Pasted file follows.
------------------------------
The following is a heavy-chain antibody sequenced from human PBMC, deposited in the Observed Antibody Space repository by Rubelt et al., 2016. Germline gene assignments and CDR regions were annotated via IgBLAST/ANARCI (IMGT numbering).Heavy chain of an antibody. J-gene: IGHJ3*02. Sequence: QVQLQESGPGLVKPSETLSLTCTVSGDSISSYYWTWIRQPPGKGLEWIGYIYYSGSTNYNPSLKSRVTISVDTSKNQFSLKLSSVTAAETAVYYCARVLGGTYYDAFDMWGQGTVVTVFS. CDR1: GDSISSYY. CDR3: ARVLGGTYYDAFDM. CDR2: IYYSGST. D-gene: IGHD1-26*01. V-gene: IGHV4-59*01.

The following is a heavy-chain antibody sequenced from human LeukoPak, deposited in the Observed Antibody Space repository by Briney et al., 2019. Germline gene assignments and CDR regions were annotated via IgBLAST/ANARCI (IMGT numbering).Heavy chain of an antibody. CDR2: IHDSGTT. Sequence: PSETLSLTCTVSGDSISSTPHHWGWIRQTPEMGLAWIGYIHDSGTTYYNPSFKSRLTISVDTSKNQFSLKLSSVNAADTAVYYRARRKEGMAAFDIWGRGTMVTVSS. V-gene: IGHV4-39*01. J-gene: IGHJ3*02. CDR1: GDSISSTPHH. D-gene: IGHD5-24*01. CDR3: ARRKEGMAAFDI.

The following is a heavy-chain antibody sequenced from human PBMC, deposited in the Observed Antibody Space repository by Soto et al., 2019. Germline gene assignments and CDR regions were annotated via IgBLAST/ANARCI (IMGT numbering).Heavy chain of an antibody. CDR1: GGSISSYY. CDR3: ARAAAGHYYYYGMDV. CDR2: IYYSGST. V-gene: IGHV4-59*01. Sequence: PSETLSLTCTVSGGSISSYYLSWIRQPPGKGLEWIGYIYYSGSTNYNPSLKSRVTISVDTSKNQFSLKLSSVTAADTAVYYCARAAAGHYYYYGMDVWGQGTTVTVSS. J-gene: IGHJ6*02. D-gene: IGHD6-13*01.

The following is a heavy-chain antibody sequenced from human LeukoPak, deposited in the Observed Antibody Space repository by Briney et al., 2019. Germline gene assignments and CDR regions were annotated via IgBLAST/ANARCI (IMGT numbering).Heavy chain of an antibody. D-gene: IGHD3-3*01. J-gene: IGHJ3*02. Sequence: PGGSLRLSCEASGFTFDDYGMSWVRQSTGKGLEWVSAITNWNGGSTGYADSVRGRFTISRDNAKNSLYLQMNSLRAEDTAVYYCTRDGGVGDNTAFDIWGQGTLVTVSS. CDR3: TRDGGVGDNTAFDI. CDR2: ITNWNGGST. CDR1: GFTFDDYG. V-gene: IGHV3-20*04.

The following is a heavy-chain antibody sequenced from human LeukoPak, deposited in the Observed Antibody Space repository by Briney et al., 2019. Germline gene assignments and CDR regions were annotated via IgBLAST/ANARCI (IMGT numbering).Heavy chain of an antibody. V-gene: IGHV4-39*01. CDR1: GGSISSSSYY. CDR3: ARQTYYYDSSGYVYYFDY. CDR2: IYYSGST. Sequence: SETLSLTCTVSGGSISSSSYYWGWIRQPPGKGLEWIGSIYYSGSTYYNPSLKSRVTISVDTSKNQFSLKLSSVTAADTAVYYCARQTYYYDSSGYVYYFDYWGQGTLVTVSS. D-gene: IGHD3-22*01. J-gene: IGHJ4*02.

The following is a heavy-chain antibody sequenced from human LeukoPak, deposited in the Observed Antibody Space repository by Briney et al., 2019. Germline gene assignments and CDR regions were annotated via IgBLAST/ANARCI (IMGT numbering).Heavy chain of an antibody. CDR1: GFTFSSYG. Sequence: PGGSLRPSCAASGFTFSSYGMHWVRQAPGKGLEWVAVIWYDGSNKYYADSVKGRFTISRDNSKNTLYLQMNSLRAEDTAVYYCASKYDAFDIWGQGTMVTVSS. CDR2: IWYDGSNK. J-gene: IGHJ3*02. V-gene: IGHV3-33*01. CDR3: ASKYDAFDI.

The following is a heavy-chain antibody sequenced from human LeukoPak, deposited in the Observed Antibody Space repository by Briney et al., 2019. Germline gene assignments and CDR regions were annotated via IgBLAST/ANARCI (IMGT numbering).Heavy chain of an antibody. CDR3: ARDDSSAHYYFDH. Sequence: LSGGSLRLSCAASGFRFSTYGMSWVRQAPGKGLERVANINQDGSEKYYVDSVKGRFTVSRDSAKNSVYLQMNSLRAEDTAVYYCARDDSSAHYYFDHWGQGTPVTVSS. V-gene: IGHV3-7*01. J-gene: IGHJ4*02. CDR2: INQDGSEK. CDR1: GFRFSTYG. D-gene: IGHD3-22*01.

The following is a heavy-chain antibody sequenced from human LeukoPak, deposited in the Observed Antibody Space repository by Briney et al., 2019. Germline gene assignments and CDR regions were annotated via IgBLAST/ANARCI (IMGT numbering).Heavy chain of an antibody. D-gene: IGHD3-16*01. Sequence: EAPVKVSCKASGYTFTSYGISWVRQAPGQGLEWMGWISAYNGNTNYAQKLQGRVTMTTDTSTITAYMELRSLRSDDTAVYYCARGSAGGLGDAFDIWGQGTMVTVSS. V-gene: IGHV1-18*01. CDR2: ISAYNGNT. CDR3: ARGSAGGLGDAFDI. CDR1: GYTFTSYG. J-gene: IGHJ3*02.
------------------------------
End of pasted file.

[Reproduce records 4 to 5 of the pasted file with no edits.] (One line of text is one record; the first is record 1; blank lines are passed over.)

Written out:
The following is a heavy-chain antibody sequenced from human LeukoPak, deposited in the Observed Antibody Space repository by Briney et al., 2019. Germline gene assignments and CDR regions were annotated via IgBLAST/ANARCI (IMGT numbering).Heavy chain of an antibody. D-gene: IGHD3-3*01. J-gene: IGHJ3*02. Sequence: PGGSLRLSCEASGFTFDDYGMSWVRQSTGKGLEWVSAITNWNGGSTGYADSVRGRFTISRDNAKNSLYLQMNSLRAEDTAVYYCTRDGGVGDNTAFDIWGQGTLVTVSS. CDR3: TRDGGVGDNTAFDI. CDR2: ITNWNGGST. CDR1: GFTFDDYG. V-gene: IGHV3-20*04.

The following is a heavy-chain antibody sequenced from human LeukoPak, deposited in the Observed Antibody Space repository by Briney et al., 2019. Germline gene assignments and CDR regions were annotated via IgBLAST/ANARCI (IMGT numbering).Heavy chain of an antibody. V-gene: IGHV4-39*01. CDR1: GGSISSSSYY. CDR3: ARQTYYYDSSGYVYYFDY. CDR2: IYYSGST. Sequence: SETLSLTCTVSGGSISSSSYYWGWIRQPPGKGLEWIGSIYYSGSTYYNPSLKSRVTISVDTSKNQFSLKLSSVTAADTAVYYCARQTYYYDSSGYVYYFDYWGQGTLVTVSS. D-gene: IGHD3-22*01. J-gene: IGHJ4*02.